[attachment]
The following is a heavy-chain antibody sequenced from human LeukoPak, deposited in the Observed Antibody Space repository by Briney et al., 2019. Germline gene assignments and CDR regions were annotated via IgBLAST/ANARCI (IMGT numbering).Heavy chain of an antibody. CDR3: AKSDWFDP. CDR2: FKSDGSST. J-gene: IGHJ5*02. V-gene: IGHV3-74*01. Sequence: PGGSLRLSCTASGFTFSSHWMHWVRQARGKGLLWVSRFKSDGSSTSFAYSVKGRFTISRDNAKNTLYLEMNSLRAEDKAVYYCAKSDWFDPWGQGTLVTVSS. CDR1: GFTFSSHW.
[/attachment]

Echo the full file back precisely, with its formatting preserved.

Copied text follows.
The following is a heavy-chain antibody sequenced from human LeukoPak, deposited in the Observed Antibody Space repository by Briney et al., 2019. Germline gene assignments and CDR regions were annotated via IgBLAST/ANARCI (IMGT numbering).Heavy chain of an antibody. CDR3: AKSDWFDP. CDR2: FKSDGSST. J-gene: IGHJ5*02. V-gene: IGHV3-74*01. Sequence: PGGSLRLSCTASGFTFSSHWMHWVRQARGKGLLWVSRFKSDGSSTSFAYSVKGRFTISRDNAKNTLYLEMNSLRAEDKAVYYCAKSDWFDPWGQGTLVTVSS. CDR1: GFTFSSHW.